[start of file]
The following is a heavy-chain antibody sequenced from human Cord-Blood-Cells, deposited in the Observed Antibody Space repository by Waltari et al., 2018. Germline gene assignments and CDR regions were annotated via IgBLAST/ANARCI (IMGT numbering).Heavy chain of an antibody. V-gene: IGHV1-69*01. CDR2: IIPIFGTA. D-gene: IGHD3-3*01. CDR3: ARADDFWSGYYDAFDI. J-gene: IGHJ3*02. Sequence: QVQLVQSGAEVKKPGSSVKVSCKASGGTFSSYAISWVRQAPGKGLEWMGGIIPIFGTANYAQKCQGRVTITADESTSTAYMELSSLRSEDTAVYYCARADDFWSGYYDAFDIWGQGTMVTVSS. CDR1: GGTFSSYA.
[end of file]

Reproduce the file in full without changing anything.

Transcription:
The following is a heavy-chain antibody sequenced from human Cord-Blood-Cells, deposited in the Observed Antibody Space repository by Waltari et al., 2018. Germline gene assignments and CDR regions were annotated via IgBLAST/ANARCI (IMGT numbering).Heavy chain of an antibody. V-gene: IGHV1-69*01. CDR2: IIPIFGTA. D-gene: IGHD3-3*01. CDR3: ARADDFWSGYYDAFDI. J-gene: IGHJ3*02. Sequence: QVQLVQSGAEVKKPGSSVKVSCKASGGTFSSYAISWVRQAPGKGLEWMGGIIPIFGTANYAQKCQGRVTITADESTSTAYMELSSLRSEDTAVYYCARADDFWSGYYDAFDIWGQGTMVTVSS. CDR1: GGTFSSYA.